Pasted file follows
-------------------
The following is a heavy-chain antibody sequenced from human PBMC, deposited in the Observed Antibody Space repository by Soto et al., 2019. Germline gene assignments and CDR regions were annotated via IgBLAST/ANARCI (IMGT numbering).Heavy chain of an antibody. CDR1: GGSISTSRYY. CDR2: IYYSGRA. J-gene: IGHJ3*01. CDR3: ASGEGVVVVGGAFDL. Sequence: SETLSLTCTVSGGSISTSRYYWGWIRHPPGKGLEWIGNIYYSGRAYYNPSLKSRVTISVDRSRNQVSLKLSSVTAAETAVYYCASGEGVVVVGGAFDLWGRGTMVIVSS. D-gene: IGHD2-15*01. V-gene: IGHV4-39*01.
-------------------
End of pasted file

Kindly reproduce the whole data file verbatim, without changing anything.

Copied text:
The following is a heavy-chain antibody sequenced from human PBMC, deposited in the Observed Antibody Space repository by Soto et al., 2019. Germline gene assignments and CDR regions were annotated via IgBLAST/ANARCI (IMGT numbering).Heavy chain of an antibody. CDR1: GGSISTSRYY. CDR2: IYYSGRA. J-gene: IGHJ3*01. CDR3: ASGEGVVVVGGAFDL. Sequence: SETLSLTCTVSGGSISTSRYYWGWIRHPPGKGLEWIGNIYYSGRAYYNPSLKSRVTISVDRSRNQVSLKLSSVTAAETAVYYCASGEGVVVVGGAFDLWGRGTMVIVSS. D-gene: IGHD2-15*01. V-gene: IGHV4-39*01.